The second half of Urban Green has a chapter-by-chapter account of an astonishing variety and scale of park types, many quite novel, accompanied by easy-to-scan, city-by-city comparison tables. Most are adaptive use projects, and in several instances they use borrowed spaces. Many reflect the partnering of grass-roots activists, nonprofit entities, foundations, and government. Some even date back to his days with Rails to-Trails. They range from the renowned Millennium Park in Chicago—24 acres (9.7 ha) with a daunting price tag of $475 million—to the schoolyard Sparks parks program in Houston, where each school is required to provide $5,000 of seed money, usually gathered via bake sales, penny drives, and rummage sales, as a sort of downpayment on a $75,000 product paid by other partners.

In addition to public sector–sponsored urban redevelopment projects, the full list includes community gardens, old landfills, wetlands and stormwater storage ponds, rail trails, rooftops, shared schoolyards, covered reservoirs, river and stream corridors (greenways), boulevards and parkways, decked highways, closed streets (cyclovias), removed parking, added hours to existing parks, and perhaps most novel—harking back to social customs of the 19th century —reclaimed landscapes within older cemeteries.

Urban Green concludes with another critical jab at insularity, this time aimed at local advocates, whether at the grass-roots level or otherwise, who fall victim to the presumption that everyone loves (or should love) parks as much they do. Many fail to do their homework before meeting face to face with their adversaries at the bargaining table. Others are content to vent their passions at city council meetings and public hearings, or worse, to each other. Such tactics are a sure formula for failure. “Getting anything done requires leaders and activists with unusual stamina, creativity, and communication skills,” Harnik writes. “Only by working cooperatively with the many other constituencies in the city will advocates ever get to the point where a mayor’s traditional directive to a park superintendent—‘do more with less’—is replaced with the liberating permission to ‘do more with more.’”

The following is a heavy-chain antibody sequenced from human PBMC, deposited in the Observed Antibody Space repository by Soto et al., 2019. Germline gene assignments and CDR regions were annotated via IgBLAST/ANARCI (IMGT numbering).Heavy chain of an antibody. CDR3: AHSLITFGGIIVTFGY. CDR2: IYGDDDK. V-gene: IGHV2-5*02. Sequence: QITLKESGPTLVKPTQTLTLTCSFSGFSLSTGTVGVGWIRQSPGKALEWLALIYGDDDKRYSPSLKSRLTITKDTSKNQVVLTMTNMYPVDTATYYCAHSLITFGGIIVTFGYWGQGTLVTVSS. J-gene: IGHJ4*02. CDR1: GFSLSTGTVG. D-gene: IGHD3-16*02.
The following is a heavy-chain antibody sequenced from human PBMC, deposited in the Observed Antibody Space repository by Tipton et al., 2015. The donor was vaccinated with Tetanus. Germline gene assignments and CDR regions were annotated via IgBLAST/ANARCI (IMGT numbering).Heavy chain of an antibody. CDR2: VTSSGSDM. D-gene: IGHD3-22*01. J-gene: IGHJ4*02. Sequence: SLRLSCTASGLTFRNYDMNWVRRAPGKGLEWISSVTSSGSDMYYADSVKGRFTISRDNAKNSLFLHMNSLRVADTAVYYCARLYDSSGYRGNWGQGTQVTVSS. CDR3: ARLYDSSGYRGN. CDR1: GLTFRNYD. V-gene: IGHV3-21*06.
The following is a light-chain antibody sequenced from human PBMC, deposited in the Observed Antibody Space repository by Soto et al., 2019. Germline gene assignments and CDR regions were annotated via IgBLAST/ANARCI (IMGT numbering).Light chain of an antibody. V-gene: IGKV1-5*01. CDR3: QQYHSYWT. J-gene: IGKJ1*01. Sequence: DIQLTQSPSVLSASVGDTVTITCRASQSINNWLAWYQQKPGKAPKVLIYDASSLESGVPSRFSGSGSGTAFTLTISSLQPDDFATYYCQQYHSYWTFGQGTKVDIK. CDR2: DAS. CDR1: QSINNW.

concludes with another critical jab at insularity, this time aimed at local advocates, whether at the grass-roots level or otherwise, who fall victim to the presumption that everyone loves (or should love) parks as much they do. Many fail to do their homework before meeting face to face with their adversaries at the bargaining table. Others are content to vent their passions at city council meetings and public hearings, or worse, to each other. Such tactics are a sure formula for failure. “Getting anything done requires leaders and activists with unusual stamina, creativity, and communication skills,” Harnik writes. “Only by working cooperatively with the many other constituencies in the city will advocates ever get to the point where a mayor’s traditional directive to a park superintendent—‘do more with less’—is replaced with the liberating permission to ‘do more with more.’”